Enhancement of Vincristine Cytotoxicity in Drug-Resistant Cells by Simultaneous Treatment With Onconase, an Antitumor Ribonuclease

Susanna M. Rybak, John W. Pearson, William E. Fogler, Kirk Volker, Sally E. Spence, Dianne L. Newton, Stanislaw M. Mikulski, Wojciech Ardelt, Charles W. Riggs, Hsiang-Fu Kung, Dan L. Longo
1996 Journal of the National Cancer Institute  
Onconase, a protein isolated from oocytes and early embryos of the frog Rana pipiens, shares extensive homology with bovine pancreatic ribonuclease (RNase A) and possesses similar enzyme activity. Onconase is cytotoxic toward cancer cells in vitro and exhibits antitumor activity in animal models. In addition, Onconase has been shown to enhance the cytotoxic activity of some chemotherapeutic agents in vitro. Purpose: We studied interactions between the cytotoxic effects of Onconase and the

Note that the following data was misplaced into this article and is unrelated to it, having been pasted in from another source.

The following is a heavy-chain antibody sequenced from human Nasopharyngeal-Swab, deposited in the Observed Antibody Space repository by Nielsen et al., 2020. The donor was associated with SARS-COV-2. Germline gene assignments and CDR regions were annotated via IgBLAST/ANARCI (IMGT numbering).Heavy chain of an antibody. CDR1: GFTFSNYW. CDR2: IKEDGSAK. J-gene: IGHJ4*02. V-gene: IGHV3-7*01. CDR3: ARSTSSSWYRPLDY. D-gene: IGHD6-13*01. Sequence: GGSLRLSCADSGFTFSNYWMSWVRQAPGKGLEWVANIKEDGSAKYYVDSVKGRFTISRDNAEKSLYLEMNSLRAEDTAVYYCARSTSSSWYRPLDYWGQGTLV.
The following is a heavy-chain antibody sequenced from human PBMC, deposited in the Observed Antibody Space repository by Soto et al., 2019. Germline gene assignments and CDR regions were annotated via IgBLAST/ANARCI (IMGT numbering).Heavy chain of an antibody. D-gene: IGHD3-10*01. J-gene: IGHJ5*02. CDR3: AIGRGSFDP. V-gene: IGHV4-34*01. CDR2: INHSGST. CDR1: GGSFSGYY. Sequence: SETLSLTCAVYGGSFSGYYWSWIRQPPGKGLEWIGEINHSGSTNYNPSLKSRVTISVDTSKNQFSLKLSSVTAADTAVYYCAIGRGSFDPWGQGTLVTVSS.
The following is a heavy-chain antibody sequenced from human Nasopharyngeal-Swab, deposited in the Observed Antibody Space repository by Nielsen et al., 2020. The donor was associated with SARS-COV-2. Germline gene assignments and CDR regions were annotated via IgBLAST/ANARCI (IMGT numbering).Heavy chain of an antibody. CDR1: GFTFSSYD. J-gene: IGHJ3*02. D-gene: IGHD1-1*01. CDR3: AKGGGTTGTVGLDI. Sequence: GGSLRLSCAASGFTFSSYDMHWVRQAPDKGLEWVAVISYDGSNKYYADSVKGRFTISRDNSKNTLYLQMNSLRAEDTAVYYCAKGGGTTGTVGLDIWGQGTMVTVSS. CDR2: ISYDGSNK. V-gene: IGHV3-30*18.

more » ... herapeutic agent vincristine (VCR) in the treatment of drug-sensitive and multidrug-resistant human colon carcinoma cells in vitro and in mice. Methods: Transplantable human colon carcinoma cells (HT-29 par cells) were infected with a retrovirus containing human mdrl (also known as MDR1 and PGY1) complementary DNA (encoding P-glycoprotein [P-gp]), and clones that were cross-resistant to colchicine, doxorubicin, and vinblastine were selected (HT-29 mdrl cells). Drug-resistant HT-29 mdrl cells and drug-sensitive HT-29 par parental cells were treated with Onconase and/or VCR in vitro at varying concentrations to measure the effects on protein synthesis and cell viability. The impact of Onconase on VCR accumulation in both types of cells was determined in the presence or absence of MRK-16, an anti-P-gp monoclonal antibody capable of reversing the multidrug-resistant
doi:10.1093/jnci/88.11.747 pmid:8637029 fatcat:lmlxnroggfhrxetrygd6t2mpnq